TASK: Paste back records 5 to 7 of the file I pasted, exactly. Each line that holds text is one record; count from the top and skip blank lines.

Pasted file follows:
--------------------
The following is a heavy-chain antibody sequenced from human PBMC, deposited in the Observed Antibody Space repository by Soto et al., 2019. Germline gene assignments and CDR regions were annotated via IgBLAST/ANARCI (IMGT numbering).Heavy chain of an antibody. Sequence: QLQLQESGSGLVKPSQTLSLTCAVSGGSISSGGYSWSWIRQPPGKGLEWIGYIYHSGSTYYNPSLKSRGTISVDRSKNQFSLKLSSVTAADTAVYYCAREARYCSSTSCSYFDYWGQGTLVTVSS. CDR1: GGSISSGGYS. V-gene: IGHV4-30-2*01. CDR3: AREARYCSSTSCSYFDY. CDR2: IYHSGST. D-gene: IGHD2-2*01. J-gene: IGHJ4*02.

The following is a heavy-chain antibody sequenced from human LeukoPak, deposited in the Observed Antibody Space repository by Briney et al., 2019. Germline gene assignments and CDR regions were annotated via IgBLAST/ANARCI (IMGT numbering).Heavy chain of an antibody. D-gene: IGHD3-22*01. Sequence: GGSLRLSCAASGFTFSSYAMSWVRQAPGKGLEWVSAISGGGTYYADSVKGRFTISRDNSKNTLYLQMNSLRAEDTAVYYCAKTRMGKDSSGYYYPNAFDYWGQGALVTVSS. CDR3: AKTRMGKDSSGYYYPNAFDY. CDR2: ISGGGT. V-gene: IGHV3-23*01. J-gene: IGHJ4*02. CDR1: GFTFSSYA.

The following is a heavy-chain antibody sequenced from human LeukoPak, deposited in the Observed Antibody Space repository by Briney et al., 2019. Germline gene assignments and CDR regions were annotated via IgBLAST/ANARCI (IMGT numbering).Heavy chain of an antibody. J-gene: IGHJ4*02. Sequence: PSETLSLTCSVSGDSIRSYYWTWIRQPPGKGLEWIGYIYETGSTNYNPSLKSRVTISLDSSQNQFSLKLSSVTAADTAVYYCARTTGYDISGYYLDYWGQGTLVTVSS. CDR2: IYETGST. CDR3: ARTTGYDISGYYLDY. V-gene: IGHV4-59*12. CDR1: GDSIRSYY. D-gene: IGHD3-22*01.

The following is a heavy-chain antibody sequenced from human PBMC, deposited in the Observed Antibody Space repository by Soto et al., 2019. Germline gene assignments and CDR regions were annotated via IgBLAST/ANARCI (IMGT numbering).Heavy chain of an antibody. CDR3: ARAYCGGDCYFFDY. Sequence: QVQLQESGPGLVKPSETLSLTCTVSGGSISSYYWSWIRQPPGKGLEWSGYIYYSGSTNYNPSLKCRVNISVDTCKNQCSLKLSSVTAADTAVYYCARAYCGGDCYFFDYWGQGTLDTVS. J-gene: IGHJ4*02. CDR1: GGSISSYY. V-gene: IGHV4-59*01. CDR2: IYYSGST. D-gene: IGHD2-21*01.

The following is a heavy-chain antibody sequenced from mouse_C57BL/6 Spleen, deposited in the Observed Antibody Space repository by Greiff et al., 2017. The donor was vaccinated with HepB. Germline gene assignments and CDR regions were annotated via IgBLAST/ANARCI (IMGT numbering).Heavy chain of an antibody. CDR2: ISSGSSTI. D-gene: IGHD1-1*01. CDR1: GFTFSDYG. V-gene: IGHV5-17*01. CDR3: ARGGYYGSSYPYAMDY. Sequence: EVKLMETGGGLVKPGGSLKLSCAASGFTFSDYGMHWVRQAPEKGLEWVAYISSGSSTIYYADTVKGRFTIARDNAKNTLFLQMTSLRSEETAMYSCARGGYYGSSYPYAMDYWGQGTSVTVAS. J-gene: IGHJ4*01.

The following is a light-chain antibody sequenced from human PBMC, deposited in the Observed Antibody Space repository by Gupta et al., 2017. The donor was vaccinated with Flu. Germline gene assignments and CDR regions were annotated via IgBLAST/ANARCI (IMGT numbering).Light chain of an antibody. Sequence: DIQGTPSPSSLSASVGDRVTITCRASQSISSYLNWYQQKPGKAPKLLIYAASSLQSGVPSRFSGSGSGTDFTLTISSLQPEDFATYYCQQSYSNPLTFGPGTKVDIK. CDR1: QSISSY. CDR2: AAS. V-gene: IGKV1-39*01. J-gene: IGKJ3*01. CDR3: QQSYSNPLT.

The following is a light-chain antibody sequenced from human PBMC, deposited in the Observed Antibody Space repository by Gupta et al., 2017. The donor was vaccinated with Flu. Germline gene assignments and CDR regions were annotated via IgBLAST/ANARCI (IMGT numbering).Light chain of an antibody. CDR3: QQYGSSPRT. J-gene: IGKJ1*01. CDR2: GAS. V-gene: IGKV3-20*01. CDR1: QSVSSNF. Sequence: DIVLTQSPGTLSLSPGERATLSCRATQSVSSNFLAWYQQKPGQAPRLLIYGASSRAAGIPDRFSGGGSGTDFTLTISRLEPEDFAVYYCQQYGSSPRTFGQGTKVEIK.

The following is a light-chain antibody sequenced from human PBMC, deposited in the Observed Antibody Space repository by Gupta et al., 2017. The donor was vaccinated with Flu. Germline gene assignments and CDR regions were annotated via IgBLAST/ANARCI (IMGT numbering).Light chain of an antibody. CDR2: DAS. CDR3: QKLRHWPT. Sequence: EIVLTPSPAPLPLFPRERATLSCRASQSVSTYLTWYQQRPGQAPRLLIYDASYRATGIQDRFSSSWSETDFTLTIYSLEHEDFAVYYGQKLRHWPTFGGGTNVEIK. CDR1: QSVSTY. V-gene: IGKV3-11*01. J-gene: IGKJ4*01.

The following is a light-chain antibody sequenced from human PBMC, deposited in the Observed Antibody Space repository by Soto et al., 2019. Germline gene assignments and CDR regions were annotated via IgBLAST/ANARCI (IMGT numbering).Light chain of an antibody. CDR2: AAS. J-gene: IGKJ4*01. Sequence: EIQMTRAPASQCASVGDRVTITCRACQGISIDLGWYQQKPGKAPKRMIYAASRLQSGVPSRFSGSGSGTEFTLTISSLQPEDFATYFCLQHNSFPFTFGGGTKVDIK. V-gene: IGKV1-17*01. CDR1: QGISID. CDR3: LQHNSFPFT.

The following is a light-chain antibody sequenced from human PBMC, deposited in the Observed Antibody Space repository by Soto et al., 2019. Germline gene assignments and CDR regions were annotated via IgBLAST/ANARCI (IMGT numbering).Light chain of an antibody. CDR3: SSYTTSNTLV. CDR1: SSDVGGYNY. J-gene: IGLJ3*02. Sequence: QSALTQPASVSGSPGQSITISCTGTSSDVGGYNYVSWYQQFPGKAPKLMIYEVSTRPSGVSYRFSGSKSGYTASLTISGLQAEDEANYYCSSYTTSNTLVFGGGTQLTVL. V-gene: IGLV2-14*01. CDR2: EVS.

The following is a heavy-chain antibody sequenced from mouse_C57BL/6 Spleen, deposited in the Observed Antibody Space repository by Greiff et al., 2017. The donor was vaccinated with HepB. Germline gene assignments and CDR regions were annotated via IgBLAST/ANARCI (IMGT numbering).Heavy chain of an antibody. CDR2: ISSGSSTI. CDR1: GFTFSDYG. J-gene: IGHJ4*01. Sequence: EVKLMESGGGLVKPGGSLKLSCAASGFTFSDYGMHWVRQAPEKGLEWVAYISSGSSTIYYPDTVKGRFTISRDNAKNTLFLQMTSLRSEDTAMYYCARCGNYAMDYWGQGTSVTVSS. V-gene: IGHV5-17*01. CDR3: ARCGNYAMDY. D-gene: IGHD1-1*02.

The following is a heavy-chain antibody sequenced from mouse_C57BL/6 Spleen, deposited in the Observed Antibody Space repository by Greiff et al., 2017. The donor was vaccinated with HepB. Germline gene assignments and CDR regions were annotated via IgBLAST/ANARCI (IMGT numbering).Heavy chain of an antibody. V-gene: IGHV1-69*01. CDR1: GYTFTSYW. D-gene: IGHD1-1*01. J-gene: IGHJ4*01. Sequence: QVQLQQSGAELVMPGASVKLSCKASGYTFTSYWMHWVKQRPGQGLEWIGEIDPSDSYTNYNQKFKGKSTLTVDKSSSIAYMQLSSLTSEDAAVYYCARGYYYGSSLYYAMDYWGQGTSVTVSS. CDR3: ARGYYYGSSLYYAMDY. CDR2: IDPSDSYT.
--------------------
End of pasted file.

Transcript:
The following is a heavy-chain antibody sequenced from mouse_C57BL/6 Spleen, deposited in the Observed Antibody Space repository by Greiff et al., 2017. The donor was vaccinated with HepB. Germline gene assignments and CDR regions were annotated via IgBLAST/ANARCI (IMGT numbering).Heavy chain of an antibody. CDR2: ISSGSSTI. D-gene: IGHD1-1*01. CDR1: GFTFSDYG. V-gene: IGHV5-17*01. CDR3: ARGGYYGSSYPYAMDY. Sequence: EVKLMETGGGLVKPGGSLKLSCAASGFTFSDYGMHWVRQAPEKGLEWVAYISSGSSTIYYADTVKGRFTIARDNAKNTLFLQMTSLRSEETAMYSCARGGYYGSSYPYAMDYWGQGTSVTVAS. J-gene: IGHJ4*01.

The following is a light-chain antibody sequenced from human PBMC, deposited in the Observed Antibody Space repository by Gupta et al., 2017. The donor was vaccinated with Flu. Germline gene assignments and CDR regions were annotated via IgBLAST/ANARCI (IMGT numbering).Light chain of an antibody. Sequence: DIQGTPSPSSLSASVGDRVTITCRASQSISSYLNWYQQKPGKAPKLLIYAASSLQSGVPSRFSGSGSGTDFTLTISSLQPEDFATYYCQQSYSNPLTFGPGTKVDIK. CDR1: QSISSY. CDR2: AAS. V-gene: IGKV1-39*01. J-gene: IGKJ3*01. CDR3: QQSYSNPLT.

The following is a light-chain antibody sequenced from human PBMC, deposited in the Observed Antibody Space repository by Gupta et al., 2017. The donor was vaccinated with Flu. Germline gene assignments and CDR regions were annotated via IgBLAST/ANARCI (IMGT numbering).Light chain of an antibody. CDR3: QQYGSSPRT. J-gene: IGKJ1*01. CDR2: GAS. V-gene: IGKV3-20*01. CDR1: QSVSSNF. Sequence: DIVLTQSPGTLSLSPGERATLSCRATQSVSSNFLAWYQQKPGQAPRLLIYGASSRAAGIPDRFSGGGSGTDFTLTISRLEPEDFAVYYCQQYGSSPRTFGQGTKVEIK.